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So, I have this knee that is prone to injury if I'm not careful.<br><br>
The way I deal with my knee is to not run 2 days in a row, and I usually end up only running 3 days a week. This seems to keep my knee happy.<br><br>
Here is my dilemma: I am increasing the length of my long run, but this is making it almost half of my weekly mileage, which I understand is a big no-no.<br><br>
What is the best approach to gently adding more miles in the middle of the week without offending the delicate sensibilities of my knee?<br><br>
Longer midweek runs or adding another day midweek or something else?
 

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do you cross train on days off from running? What do you mean by "hinky"?
 

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Discussion Starter #3
Right now, I do light circuit training or I ride a bike trainer on between days. Plus more rest days than I probably ought <img alt="surprised.gif" src="http://files.kickrunners.com/smilies/surprised.gif"><br><br>
I have a slight scoliosis, which I suspect gives me one leg slightly functionally longer than the other. This is my guess why it is always my left knee that gets a sore burny almonst grindy feeling under the kneecap if I overdo it. Or if I run on pavement too frequently.
 

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Then just run on the trails every day <img alt="smile.gif" src="http://files.kickrunners.com/smilies/smile.gif">
 

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Take this for what its worth, but I have a friend who has had knee pain for years when he runs. He recently heard about Chirunning and has been trying that technique. Since he has been doing it, he says he has had NO knee pain at all when he runs, for the first time in years. He is convinced and says he will never again run any other way.
 

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Oh yeah, have you tried glucosamine./chondroitin/msm as well as some sort of oil like Flax?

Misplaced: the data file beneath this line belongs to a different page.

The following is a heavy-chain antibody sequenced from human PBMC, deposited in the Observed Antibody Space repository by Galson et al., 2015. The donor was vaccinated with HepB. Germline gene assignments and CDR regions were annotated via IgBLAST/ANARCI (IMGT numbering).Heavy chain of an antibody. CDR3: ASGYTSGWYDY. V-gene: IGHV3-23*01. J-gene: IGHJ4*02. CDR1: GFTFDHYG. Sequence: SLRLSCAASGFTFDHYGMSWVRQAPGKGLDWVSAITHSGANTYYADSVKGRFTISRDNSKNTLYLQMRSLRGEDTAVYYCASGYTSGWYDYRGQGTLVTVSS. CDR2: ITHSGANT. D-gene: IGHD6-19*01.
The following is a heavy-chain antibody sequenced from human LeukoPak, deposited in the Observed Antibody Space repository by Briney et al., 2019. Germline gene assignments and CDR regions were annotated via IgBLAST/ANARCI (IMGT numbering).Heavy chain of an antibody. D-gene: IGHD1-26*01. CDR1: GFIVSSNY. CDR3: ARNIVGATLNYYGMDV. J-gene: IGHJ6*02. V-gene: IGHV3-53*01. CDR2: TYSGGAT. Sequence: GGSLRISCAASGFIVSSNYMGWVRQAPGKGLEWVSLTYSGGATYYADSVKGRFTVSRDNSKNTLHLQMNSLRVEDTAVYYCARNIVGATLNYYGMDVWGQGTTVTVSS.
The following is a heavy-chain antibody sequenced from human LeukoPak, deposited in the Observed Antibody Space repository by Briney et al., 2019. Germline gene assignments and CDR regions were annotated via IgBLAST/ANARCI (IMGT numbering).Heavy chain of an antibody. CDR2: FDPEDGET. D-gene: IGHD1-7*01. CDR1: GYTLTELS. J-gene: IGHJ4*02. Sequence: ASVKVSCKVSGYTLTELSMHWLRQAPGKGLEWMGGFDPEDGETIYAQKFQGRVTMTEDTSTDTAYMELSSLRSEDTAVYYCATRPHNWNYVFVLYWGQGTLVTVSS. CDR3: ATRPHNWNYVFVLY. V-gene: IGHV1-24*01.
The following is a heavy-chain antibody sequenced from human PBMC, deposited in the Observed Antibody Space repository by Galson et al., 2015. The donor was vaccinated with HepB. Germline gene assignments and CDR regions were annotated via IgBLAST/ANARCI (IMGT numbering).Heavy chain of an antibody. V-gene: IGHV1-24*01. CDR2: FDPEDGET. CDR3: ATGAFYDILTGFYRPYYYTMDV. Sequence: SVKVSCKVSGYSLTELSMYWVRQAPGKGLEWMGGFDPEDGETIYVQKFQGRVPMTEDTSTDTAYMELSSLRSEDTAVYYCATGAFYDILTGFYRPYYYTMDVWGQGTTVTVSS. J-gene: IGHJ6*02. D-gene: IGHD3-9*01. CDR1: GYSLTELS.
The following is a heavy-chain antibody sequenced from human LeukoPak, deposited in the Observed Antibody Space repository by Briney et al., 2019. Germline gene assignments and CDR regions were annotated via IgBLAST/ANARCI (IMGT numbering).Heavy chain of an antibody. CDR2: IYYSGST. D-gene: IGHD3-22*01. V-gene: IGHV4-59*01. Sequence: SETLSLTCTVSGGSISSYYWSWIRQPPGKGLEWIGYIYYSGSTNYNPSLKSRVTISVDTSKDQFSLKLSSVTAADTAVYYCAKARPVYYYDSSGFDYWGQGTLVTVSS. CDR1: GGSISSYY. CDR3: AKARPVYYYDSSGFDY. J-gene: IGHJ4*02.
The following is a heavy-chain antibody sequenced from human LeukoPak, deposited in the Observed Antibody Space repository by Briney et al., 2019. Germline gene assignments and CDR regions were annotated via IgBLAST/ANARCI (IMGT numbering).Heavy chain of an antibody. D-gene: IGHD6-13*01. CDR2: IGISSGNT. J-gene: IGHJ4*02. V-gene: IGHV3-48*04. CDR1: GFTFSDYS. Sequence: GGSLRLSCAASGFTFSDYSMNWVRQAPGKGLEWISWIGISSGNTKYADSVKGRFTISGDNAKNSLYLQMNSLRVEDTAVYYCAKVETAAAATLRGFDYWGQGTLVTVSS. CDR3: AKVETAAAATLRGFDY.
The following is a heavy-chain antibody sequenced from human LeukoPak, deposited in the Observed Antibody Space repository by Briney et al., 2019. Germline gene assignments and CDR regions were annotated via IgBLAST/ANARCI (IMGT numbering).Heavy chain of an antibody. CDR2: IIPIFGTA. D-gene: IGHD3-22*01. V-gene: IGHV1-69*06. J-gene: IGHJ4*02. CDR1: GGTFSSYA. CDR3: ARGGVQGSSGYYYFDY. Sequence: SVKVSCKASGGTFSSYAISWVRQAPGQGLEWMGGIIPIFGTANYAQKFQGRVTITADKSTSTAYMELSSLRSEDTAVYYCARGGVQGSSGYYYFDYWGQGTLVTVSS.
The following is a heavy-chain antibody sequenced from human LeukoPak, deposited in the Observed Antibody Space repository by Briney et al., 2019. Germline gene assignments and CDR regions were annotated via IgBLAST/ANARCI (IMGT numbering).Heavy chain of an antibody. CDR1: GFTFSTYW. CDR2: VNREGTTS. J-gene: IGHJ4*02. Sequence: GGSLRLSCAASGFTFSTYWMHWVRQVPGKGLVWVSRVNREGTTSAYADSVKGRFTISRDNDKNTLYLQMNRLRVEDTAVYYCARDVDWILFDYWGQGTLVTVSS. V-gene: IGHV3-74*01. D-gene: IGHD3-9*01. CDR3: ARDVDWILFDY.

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I've heard this from quite alot of people. My sister bought me the book and I believe my form mimics CHI. However, back when I had lots of knee problems, I found that it was from trail running. Completely the opposite of what people will tell you. I'm thinking forefoot runners do not have alot of footage on uneven trails and if your foot isn't strong it may make your knee unstable. So I might suggest that you do some foot/balance techniques.<br><br>
ex: stand on one foot and bend over like you are going to pick a penny off the floor, each foot tens times. It fires just about every foot muscle that you never imagined you had. It's really helping my pf right now.
 

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Discussion Starter #9
I had been taking the glucosamine/chondroitan but I ran out in January and forgot to buy more. doh! I hadn't heard about the flax oil, tho!
 

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try to find the ones that have MSM in it too. There is some theory that the oils can help with joint problems as well.
 

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Discussion Starter #11
I'll look for that next time I'm out, meri.<br><br>
fox-runr... I do that move occasionally, but I need to be more consistent.<br><br>
I'm at a point where the ample rest days prevent any pain. I just would like to do more midweek mileage, and I'm worried about the best way to do it without screwing things up again.
 

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I've been practing the ChiRunning technique for about 2 years now. It really did a lot for me, especially when I initially learned the techniques, mostly cos my form was really just terrible. As soon as I picked up on the basics, I eliminated a number of problems--sore knees, shin splints, achilles heel, etc. Most of the what he teaches is just focused on good form--not so much hocus pocus. HOWEVER, you've still gotta use common sense when you are injured, and also when you're not. . .e.g., knowing what sorts of pain you can "run through", knowing not to suddenly increase your mileage by 50%, and stuff like that.